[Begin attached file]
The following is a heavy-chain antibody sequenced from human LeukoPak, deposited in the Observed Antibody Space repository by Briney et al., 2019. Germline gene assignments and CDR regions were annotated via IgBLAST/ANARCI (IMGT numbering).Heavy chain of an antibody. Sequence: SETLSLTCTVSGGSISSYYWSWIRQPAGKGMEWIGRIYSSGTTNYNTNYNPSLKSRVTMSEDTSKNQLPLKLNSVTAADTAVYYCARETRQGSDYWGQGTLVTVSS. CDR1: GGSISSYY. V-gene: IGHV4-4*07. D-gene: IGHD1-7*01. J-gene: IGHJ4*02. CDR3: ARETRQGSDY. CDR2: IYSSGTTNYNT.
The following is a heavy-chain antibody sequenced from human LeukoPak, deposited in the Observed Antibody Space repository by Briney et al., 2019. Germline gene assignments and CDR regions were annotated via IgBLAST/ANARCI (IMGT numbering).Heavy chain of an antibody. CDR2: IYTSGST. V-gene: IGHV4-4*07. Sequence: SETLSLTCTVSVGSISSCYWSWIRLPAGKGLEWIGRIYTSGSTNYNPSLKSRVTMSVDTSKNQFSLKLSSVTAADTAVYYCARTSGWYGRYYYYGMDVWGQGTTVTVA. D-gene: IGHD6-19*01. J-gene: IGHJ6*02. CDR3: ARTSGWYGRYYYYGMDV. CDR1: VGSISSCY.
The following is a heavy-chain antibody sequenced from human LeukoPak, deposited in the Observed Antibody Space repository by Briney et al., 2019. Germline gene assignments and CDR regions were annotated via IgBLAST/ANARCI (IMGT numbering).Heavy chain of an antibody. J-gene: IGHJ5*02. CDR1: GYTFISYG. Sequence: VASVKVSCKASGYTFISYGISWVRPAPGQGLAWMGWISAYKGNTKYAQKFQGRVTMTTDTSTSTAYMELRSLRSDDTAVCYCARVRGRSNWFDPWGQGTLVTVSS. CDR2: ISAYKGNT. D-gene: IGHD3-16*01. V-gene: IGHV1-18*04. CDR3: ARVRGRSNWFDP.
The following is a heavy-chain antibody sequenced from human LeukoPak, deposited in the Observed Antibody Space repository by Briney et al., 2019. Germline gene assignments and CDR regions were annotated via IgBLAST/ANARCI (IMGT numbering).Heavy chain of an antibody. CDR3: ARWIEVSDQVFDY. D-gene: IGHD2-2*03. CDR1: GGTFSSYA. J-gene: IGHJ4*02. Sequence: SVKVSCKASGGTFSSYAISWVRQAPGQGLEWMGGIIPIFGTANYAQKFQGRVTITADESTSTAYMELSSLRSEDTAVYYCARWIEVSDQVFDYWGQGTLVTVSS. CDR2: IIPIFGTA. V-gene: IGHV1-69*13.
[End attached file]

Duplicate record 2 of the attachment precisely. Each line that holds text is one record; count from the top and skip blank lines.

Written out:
The following is a heavy-chain antibody sequenced from human LeukoPak, deposited in the Observed Antibody Space repository by Briney et al., 2019. Germline gene assignments and CDR regions were annotated via IgBLAST/ANARCI (IMGT numbering).Heavy chain of an antibody. CDR2: IYTSGST. V-gene: IGHV4-4*07. Sequence: SETLSLTCTVSVGSISSCYWSWIRLPAGKGLEWIGRIYTSGSTNYNPSLKSRVTMSVDTSKNQFSLKLSSVTAADTAVYYCARTSGWYGRYYYYGMDVWGQGTTVTVA. D-gene: IGHD6-19*01. J-gene: IGHJ6*02. CDR3: ARTSGWYGRYYYYGMDV. CDR1: VGSISSCY.